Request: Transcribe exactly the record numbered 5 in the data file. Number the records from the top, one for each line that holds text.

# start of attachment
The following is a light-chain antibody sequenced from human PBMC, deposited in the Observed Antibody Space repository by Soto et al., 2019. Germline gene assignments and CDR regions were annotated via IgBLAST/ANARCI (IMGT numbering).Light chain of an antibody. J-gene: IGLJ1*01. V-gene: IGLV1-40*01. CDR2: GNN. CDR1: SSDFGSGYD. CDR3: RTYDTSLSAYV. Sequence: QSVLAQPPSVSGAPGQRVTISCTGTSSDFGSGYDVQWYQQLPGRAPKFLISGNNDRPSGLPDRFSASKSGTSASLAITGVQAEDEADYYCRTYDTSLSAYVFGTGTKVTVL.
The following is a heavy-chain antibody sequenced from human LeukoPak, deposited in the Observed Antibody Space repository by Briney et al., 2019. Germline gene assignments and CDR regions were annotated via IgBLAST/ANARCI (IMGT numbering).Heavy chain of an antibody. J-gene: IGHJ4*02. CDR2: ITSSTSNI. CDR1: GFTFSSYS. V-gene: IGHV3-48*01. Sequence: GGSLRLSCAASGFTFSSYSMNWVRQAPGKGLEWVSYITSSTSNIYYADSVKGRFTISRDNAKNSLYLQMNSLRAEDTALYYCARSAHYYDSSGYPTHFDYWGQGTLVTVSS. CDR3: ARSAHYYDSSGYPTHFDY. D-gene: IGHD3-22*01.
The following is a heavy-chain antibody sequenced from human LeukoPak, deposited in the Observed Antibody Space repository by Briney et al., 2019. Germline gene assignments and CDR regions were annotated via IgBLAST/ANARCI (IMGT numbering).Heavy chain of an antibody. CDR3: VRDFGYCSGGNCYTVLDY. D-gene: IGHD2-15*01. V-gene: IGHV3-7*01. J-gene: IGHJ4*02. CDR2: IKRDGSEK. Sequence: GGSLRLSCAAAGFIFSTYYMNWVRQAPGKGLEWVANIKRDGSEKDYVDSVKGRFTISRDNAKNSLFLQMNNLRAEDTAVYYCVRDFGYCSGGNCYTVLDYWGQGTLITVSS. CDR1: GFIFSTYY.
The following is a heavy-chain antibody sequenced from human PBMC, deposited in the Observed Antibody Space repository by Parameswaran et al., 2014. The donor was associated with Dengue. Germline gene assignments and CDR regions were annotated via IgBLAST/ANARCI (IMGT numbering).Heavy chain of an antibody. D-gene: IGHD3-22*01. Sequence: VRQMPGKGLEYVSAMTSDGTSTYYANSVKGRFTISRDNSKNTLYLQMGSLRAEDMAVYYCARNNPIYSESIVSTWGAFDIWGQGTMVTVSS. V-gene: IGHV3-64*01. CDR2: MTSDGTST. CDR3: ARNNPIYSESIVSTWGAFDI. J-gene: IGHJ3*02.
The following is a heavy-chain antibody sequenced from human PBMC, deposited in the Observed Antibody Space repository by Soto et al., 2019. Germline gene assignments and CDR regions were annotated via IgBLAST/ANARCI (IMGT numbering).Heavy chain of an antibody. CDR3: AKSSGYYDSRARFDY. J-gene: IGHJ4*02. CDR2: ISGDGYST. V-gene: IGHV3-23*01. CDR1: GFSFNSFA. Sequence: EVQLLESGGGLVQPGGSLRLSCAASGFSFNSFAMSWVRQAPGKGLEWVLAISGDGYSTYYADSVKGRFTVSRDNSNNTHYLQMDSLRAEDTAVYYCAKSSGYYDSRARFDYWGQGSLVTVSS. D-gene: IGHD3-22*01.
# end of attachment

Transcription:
The following is a heavy-chain antibody sequenced from human PBMC, deposited in the Observed Antibody Space repository by Soto et al., 2019. Germline gene assignments and CDR regions were annotated via IgBLAST/ANARCI (IMGT numbering).Heavy chain of an antibody. CDR3: AKSSGYYDSRARFDY. J-gene: IGHJ4*02. CDR2: ISGDGYST. V-gene: IGHV3-23*01. CDR1: GFSFNSFA. Sequence: EVQLLESGGGLVQPGGSLRLSCAASGFSFNSFAMSWVRQAPGKGLEWVLAISGDGYSTYYADSVKGRFTVSRDNSNNTHYLQMDSLRAEDTAVYYCAKSSGYYDSRARFDYWGQGSLVTVSS. D-gene: IGHD3-22*01.